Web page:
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  • Writer's pictureVivienne Boucherat


After 12 monthly blogs - (that was a quick year!) - I thought it would be a good time to write a little about creative processes.

I am busy with a lot of projects at the moment - visual and musical. Some I can’t talk about yet so I thought I would write a bit about my experience of creativity in both fields and how it can feel.

There can be long periods of frustration working on an idea that you can either ‘see’ or ‘hear’ but not know how to manifest. These same challenging periods can also feel exciting and you will probably find many different (and usable) ideas happening accidentally. Even if they lead up blind alleys, a lot of these ideas may either create whole new projects of their own or they can contribute to other projects. Anyway, we can park these ideas and raid the resulting stock at a later date. This pile of ideas is often referred to as ‘the fridge’.

Inspiration can come from anywhere of course. It can be a fizzing sort of madness but I am often reminded that the work is 10% inspiration 90% perspiration!!

There is a different ‘feel’ to the processes I use to make work that is self-motivated and spontaneous, and work that is made to fulfil the brief of a commission. For me, this applies to both music and visual art.

Driven by the need to create, express or react - an artwork or piece of music made from my own personal starting points - usually involves a lot of wandering around an idea and taking the ‘scenic route’. Sometimes a whole ongoing project can result from these walkabouts. Very occasionally, a piece will land fully formed. As many other people do, I believe that creativity comes through us rather than from us.

Commissioned work, or work made as part of a team effort, may well involve a really tight deadline and also will need to fulfil a brief so there is an inherent sense of responsibility towards others, and usually too little time to ‘wander’ very far. I often feel as if I really have to up my game in these situations.

You will have to make compromises; you may have challenges caused by fragile egos or personality clashes. If you have a good team the resulting ‘compromise’ will be better than the individual ideas, and the whole should equal more than the sum of the parts.

Parameters and limitations imposed on you by a commission or group endeavour can actually be helpful - the structure can focus the mind! At the same time, it can expand your work practice by forcing you to research and make decisions on ideas that you would never normally consider.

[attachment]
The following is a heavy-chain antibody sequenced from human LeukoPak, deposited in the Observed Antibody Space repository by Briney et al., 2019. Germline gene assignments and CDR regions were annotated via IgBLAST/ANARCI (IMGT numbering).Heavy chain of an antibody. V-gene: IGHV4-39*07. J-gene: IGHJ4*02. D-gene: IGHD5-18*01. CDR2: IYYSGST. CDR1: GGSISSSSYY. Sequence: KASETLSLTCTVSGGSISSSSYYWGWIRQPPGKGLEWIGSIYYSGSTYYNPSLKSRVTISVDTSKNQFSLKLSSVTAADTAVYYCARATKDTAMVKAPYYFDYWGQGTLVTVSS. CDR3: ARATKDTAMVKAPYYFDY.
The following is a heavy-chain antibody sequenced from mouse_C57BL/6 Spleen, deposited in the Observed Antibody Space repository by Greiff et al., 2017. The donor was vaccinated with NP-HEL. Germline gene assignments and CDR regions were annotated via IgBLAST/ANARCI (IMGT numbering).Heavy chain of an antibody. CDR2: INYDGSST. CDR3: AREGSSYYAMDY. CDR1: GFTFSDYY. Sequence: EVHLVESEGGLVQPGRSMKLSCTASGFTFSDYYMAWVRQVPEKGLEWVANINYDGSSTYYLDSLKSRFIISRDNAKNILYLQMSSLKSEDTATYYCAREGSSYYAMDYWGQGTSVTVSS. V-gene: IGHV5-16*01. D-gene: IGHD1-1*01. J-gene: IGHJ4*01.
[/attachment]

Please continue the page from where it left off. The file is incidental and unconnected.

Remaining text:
I think it’s important to be true to your own authentic creative style, but be flexible and always enjoy the process, even if you are under pressure.

As many of you know, I met Chris White whilst pursuing my path in music and art and it is a big gift to have an understanding ally in the creative world which is, let’s face it, a world based on rejection. He knows this only too well and has taught me a lot about resilience and persistence!

Constant self motivation can be exhausting. Distractions abound! Sometimes it feels as if there is never time to sit and make/ write/ paint/ play. Self doubt is never far away. Ideas and problem-solving can keep you awake at night. It is easy to doubt the value of your ideas and even to feel you may never have another good idea again ... ever!

Usually you will not be 100% happy with your ‘final product’ - there will always be something you would want to change, add, omit - it can be an open-ended constant nag!

It is easy to undermine yourself and feel inadequate, unnecessary or overlooked. But there is SO much to learn from everyone around you - and often they need your input. I am always learning, learning, learning - from great singers such as Colin Blunstone or Bianca Kinane, great songwriters like Rod Argent and Chris White, and great musicians too numerous to name here. We learn! We grow!

Fame is another issue. I am not famous myself, but I am often in the company of famous people (husband included!) and you realise very quickly that fame is a VERY different beast from creativity. That is a whole subject on its’ own - I might write about that in the future.

Another aspect of creativity is audience reaction. It is largely uncontrollable and comes in many forms. It can be instant - a live audience at a performance, people turning up to an exhibition, or it can be a slow build up of attention and popular support – or not, selling pictures – or not, selling music – or not! You get the idea. Some projects may take months and years to complete but there is absolutely no guarantee that anybody will like what you have produced.

It is hard to separate your work from yourself and this can make you vulnerable to taking things personally - the work IS part of you, but if you want your ‘creative stuff’ to be out there, you have to understand that it WILL be judged, and you need to learn to be OKAY with that, and even be able to transmute external challenges in a creative way. It can be painful; it can be joyous.

Having said all of this, creating stuff gives a very particular brilliant reward.

You HAVE to produce the work because keeping the ideas inside your head will drive you mad. It is messy and it can feel like herding cats!! Ideas must out!

A life in music or art is precarious but it is a gift to be treasured. I feel very lucky to be a part of such a contrary, fickle and exciting world and love the craziness … most of the time!

I always feel at the beginning. I wish I had started SO much earlier.

Attitude is all!

I am talking to myself as well when I say “just keep creating ... and keep open.”

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